Scopes tutorials - adding settings to your scope

A scope can provide persistent settings for simple customizations, such as allowing the user to configure an email address or select a distance unit as metric or imperial.

Defining settings

You can define such settings in a configuration file. The file must be placed into the same directory as the scope’s normal configuration file, with the name <scope>-settings.ini.

For example, for a scope with ID "myscope", the normal configuration file is myscope.ini, and the settings definition file is myscope-settings.ini. Both files must be installed in the same directory (together with the scope’s .so file).

The shell constructs a user interface from the settings definitions. The user can change settings via that UI. The scope can then retrieve actual settings values at run time.


The following types are supported for settings:

  • string: a string value
  • number: a numeric value (integer or floating point)
  • boolean: true or false
  • list: a list of alternatives to choose from (single-choice)

Note: Please see Scope settings - what does “list” typereturns? from Ask Ubuntu

It is possible to optionally define a default value for each setting.

UI Examples

number, string

These types provide text inputs.


This type provides a checkbox.


This type provides an expandable list.


The file must contain a group for each setting. The order of the groups determines the display order for the user interface that is constructed by the shell. The group name is the ID of the corresponding setting.

Each setting definition must contain at least the following mandatory definitions:

  • type: Defines the type of the setting (string, number, boolean, or list).
  • displayName: Defines a display name that is shown for this setting by the shell.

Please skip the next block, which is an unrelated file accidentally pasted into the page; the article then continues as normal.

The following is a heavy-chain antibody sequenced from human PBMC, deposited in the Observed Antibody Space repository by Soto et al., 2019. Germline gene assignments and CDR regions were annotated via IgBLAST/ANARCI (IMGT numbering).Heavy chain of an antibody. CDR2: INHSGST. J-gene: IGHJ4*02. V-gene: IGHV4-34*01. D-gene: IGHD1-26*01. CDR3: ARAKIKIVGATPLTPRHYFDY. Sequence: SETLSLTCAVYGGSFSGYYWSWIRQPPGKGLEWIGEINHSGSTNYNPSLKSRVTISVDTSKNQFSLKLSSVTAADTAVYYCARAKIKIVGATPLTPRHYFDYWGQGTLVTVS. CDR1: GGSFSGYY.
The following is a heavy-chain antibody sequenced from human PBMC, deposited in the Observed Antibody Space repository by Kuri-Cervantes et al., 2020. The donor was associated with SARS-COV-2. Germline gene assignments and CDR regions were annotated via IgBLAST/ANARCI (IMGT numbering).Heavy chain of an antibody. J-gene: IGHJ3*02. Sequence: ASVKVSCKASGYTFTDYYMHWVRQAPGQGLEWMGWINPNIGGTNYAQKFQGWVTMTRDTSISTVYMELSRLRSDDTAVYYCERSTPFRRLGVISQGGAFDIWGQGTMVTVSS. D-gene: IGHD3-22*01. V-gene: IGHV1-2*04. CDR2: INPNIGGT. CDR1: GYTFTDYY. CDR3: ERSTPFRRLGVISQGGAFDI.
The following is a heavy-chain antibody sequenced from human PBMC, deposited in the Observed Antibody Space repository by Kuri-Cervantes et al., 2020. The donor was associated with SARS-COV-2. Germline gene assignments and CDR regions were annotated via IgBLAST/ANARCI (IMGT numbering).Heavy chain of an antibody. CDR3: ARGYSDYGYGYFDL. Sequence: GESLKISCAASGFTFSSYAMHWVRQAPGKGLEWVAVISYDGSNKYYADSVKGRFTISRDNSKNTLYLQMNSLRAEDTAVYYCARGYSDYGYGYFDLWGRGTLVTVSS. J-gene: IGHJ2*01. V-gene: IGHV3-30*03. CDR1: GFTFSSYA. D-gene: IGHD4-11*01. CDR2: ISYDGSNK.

The defaultValue field is optional. If present, it defines a default value that is provided to the scope if the user has not changed anything (or has never used the settings UI before using the scope). It is possible to test for settings that do not have a default value and were never set by the user.

For settings of type list, the displayValues field is mandatory. It must contain an array that lists the available choices. If you provide a default value, it must be in the range 0..max-1 (where max is the number of choices).

The displayName and displayValues fields can be localized by appending a locale identifier in square brackets. If no entry can be found that matches the current locale, the non-localized value is used.

Here is an example of a <scope>-settings.ini file using all the settings types:

 type = string
 defaultValue = London
 displayName = Location

 type = list
 defaultValue = 1
 displayName = Distance Unit
 displayName[de] = Entfernungseinheit
 displayValues = Kilometers;Miles
 displayValues[de] = Kilometer;Meilen

 type = number
 defaultValue = 23
 displayName = Age

 type = boolean
 defaultValue = true
 displayName = Enabled

# Setting without a default value

 type = string
 displayName = Color

Accessing settings, step by step